All this talk about aging had me wondering: How Old Am I Really?
(FORTUNE Magazine) – Before you resort to extreme measures like caloric restriction to add a few years to your life, wouldn't it be nice to know how many years you have left?
Sure it would. And one doctor is eager to help. Michael F. Roizen, an internist who now practices in Syracuse, N.Y., has built a mini-empire called RealAge that consists of two New York Times bestsellers (a new book came out this month), a hugely popular website, even a TV show in Europe--all based on a mathematical system that purports to figure out exactly how fast your body is falling apart. You know your chronological age, his thinking goes. But how old you really are--what you might call your biological age--depends on a host of factors: how many cigarettes you've puffed, martinis you've downed, jogs you've taken. By placing a numerical value on 78 behaviors that he maintains can add or subtract years from your life, he has moved aging from the abstract to the concrete. It's one thing to know it's not good to smoke. It's a lot more meaningful to discover that smoking can knock 7.2 years off your life expectancy. Though Roizen's estimates aren't perfect--we all age at slightly different rates--researchers say the numerical values he uses generally fit the findings of independent epidemiological studies.
You can take a free test on RealAge.com to determine how your chronological age compares with what Roizen calculates your actual age to be. But for the most detail, you fly to Chicago and fork over $1,950 for an all-day physical at the University of Chicago Hospital's Program for Executive Health, launched by Roizen in 1999. I book an appointment. A week before I'm due to leave, I catch Roizen on Oprah with two women. Rebecca, a 42-year-old mother of four, never exercises, has high blood pressure, and is 25 pounds over her fighting weight. Roizen calculates her RealAge as 50. Fifty-two-year-old Terry, a smoker who is partial to full-bodied Pepsis, is worse: Her RealAge comes in at 62.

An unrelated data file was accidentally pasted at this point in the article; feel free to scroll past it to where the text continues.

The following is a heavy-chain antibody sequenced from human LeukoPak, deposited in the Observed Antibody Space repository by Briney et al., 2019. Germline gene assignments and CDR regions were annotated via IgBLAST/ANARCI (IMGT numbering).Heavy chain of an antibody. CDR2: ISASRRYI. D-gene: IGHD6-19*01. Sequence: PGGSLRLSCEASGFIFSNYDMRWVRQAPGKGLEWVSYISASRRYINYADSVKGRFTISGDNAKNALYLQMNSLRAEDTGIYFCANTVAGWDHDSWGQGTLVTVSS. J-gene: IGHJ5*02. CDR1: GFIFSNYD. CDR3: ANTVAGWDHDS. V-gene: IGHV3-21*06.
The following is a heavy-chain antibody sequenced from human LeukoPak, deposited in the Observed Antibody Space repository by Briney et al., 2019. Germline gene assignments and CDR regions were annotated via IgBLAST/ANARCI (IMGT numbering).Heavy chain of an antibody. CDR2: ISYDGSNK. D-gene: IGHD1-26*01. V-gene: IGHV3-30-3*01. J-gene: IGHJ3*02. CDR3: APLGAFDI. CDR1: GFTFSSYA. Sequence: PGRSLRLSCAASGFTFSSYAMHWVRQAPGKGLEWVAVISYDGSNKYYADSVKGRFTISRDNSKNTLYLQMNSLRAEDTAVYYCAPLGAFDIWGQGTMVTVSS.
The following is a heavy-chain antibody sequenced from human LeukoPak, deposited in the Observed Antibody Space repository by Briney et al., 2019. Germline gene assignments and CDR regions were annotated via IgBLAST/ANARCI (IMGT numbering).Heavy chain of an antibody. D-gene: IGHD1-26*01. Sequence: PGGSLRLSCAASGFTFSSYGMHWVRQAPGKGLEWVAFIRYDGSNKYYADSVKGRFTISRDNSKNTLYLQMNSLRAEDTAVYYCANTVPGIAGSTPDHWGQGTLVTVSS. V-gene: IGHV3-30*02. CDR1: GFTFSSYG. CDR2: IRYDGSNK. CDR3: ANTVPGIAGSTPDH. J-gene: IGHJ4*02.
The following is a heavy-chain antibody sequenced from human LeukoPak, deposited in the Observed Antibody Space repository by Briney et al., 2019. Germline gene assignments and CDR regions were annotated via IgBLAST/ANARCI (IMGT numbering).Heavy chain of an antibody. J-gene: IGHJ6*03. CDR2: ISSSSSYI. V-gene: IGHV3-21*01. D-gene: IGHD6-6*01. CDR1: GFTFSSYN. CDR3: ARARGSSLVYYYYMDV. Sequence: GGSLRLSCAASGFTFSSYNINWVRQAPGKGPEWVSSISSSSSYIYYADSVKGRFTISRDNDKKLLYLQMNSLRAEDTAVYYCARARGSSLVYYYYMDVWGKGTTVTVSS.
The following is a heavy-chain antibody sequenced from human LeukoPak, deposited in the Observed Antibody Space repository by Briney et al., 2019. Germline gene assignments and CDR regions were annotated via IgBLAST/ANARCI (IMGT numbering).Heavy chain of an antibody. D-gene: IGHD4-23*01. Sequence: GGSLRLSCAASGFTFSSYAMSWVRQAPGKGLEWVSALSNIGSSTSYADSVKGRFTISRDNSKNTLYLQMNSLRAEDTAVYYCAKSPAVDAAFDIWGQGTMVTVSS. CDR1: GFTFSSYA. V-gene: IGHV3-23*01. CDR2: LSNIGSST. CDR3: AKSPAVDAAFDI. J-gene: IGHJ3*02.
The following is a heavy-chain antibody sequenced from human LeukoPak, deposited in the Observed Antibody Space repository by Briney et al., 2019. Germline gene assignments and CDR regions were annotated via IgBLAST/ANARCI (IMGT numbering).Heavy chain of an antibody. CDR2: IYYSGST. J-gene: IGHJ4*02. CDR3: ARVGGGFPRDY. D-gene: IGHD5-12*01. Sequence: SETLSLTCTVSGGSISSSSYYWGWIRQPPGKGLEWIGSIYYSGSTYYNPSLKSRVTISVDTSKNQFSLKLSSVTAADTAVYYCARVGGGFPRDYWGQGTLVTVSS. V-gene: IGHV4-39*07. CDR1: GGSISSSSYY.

On my flight to Chicago, my wayward youth keeps flashing before my eyes. Like most guys who grew up in a newsroom, I smoked a pack or two back then, and two-martini lunches and I were not exactly strangers. But, hey--I stopped smoking 30 years ago, and I don't drink much anymore. I eat sensibly and take an aspirin and vitamins every day. I live in a world of deadlines, which isn't great for stress, but I play squash regularly and work out three or four times a week. By the time the plane sets down, I'm ready to rumble. Okay, Dr. Roizen, give me your best shot. My chronological age is 68. What's my real age?
I arrive at the hospital promptly at 8 A.M., check in, and am hustled downstairs to have six vials of blood drawn. After a quick breakfast, I'm escorted to a dermatologist who gives me a head-to-toe exam. Then it's upstairs for a visit with Dr. William Harper, medical director of the executive-health program, who will be my primary doctor for the day. He has studied my records and wants to hear about the tear in my rotator cuff, my headaches, exercise patterns, and lots, lots more.
I slip into a gown for a physical that covers all the bases, including some I never knew I had. Next stop is a visit with an audiologist, who agrees with my wife: I have hearing loss in the high tonal ranges. I'm checked for glaucoma (negative). Now it's stress-test time. A technician hooks me up to the EKG and blood-pressure-monitoring equipment, and I'm off and running. I survive with flying colors and am rewarded with a turkey burger and a visit with a dietitian, who says my emphasis on fish, chicken, oatmeal, low-fat milk, and the like is okay, but I should switch to skim rather than 2% milk, substitute olive oil for mayo, and add more tomato products, yogurt, and nuts to my diet.
The orthopedic crowd says my flexibility is good, and my body fat, at 15.4%, is excellent. An exercise physiologist introduces me to stretches and activities designed to improve my cardiofitness. Then it's back to Dr. Harper. My cholesterol came in at a very respectable 137 (the LDL component at 54), which means, he says, I can cut my Lipitor dosage in half.
Next Roizen and I hit a squash court for an hour of good exercise. Then it's out to dinner and more good news. My chronological age may be 68, but my RealAge is 57. That means I'm likely to live to age 85, 11 years longer than the typical guy born in 1935.
I'm relieved and pleased. But Roizen wants more. "You can make many small changes in your diet and lifestyle that will have a big impact on your rate of aging," he tells me. They include eating fiber-rich wheat bread dipped in omega-3-packed olive oil before dinner, having a drink or two a day, increasing my heart rate when I'm on a treadmill or exercise bike, and walking 30 minutes a day. I also must report to him by phone or e-mail once a day for the next two months--a good incentive to stick with the program.
How much more will that additional stuff turn back the clock? About four years, says Roizen. But the really good news, he adds, is not so much that I'll live longer--it's that those added years are likely to be healthy ones.